What would Billy Sharp do?

Billy Sharp points skyward after scoring a goal against Middlesbrough and revealing a t-shirt emblazoned with the words 'That's for you son'

There’s an adage football fans have long forgotten, that if we can’t say something nice, we shouldn’t say anything at all. So instead of writing about our current season I’ve cast my mind back to another time of Keepmoat Stadium upheaval. One which ultimately delivered the most incredible thing I’ve ever witnessed at a football match.

It was our fourth consecutive Championship season, and so consensus was that this pub team had overstayed its second-tier welcome. After one point from a possible 21, our ‘total football’ icon Sean O’Driscoll was unceremoniously discarded for Dean Saunders. Big clubs were circling our prize assets, particularly a fat lad from Sheffield who had a thing for goals.

Then came ‘The Experiment’, a Willie McKay led Ponzi scheme supposed to bring us a world class squad on the cheap and duly save our season. It got off to a shaky start. Leeds trounced us 3-0 before the Friday Night Football audience, and on Halloween we only scraped a draw against fellow no-hopers Coventry – a game notable for James Coppinger being denied the most blatant penalty in history following an unpunished rugby tackle.

Talismanic Billy Sharp had been absent from the squad without explanation and rumours were rife of a transfer. In the stands near me Miserable Old Guy had heard “for a fact” that Sharp was leaving on a free transfer to be announced later that week, and he “knew the right people”, you know.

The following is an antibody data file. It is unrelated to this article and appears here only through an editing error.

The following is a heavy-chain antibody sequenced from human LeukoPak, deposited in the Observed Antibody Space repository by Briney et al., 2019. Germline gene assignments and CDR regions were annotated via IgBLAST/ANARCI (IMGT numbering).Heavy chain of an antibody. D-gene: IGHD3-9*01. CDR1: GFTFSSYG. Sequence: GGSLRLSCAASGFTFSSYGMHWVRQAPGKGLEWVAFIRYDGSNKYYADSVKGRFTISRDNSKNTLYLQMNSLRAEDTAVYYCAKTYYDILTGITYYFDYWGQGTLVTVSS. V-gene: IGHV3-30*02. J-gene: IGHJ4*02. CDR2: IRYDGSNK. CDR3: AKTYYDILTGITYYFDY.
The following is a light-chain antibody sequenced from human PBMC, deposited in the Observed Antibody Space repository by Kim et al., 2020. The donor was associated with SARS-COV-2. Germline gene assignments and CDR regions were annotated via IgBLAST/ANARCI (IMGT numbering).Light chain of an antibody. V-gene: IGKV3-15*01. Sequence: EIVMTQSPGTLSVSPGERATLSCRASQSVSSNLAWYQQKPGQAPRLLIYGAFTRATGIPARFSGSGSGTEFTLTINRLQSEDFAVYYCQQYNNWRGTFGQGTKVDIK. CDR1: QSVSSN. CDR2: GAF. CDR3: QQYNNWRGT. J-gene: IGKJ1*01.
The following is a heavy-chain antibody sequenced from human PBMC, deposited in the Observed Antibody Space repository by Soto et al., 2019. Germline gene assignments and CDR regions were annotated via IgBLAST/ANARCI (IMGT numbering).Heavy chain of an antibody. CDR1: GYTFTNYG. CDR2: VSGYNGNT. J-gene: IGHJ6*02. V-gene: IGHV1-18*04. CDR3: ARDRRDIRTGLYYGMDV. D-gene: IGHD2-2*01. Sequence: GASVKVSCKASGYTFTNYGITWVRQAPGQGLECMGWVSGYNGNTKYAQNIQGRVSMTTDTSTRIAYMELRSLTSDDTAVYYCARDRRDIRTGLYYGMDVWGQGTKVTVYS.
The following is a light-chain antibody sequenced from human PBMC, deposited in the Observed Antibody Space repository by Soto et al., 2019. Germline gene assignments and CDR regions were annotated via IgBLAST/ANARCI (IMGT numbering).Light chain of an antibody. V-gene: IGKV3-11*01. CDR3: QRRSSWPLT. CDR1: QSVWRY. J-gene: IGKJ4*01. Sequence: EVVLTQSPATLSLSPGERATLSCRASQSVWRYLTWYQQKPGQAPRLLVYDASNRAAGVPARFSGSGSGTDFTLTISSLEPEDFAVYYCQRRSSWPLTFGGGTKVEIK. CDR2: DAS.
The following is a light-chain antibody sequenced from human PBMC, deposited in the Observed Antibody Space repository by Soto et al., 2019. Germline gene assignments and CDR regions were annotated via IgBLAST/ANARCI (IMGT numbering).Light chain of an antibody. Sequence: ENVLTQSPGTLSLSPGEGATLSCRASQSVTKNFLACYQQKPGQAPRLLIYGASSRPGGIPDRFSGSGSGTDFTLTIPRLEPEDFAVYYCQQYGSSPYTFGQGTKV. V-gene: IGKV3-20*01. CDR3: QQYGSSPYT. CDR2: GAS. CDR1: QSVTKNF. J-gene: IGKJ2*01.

So, Tuesday night we host Middlesbrough, having just signed infamous enfant terriblé El Hadji Diouf – further igniting rumours of a Sharp exit. But that afternoon we learned how, six weeks prematurely, Billy had just become a new father to Luey, only to tragically lose him to gastroschisis over the weekend. And as if this stunning revelation wasn’t enough, Sharp would be starting that night’s match. As captain.

It’s said that grief is love with nowhere to go, and it affects all of us differently. Despite the pre-match debate as to whether it was right for him to play, when the teams appeared Sharp seemed focussed; ready to fulfil his promise of scoring a goal for his son.

We’ve all seen what happened next. Tommy Spurr taps to Diouf; he flicks it over the defence with his heel; Sharp volleys first time into the top corner. It’s cliché to say you know a goal is in before it’s been kicked, but  in the West Stand, at a similar angle to the TV camera, I can honestly, hand-on-heart, say that I did know. And so Sharp got to display the message under his shirt; the iconic image we know and love.

History shows we lost that game 3-1, although days afterwards Sharp would score again in a rare win over Ipswich. In fact he scored most of our goals up until his inevitable winter transfer window exit, enough to still end the season as top scorer. And his legacy of the LJS Foundation and other charity work is as impressive as the scoring record he continues to add to.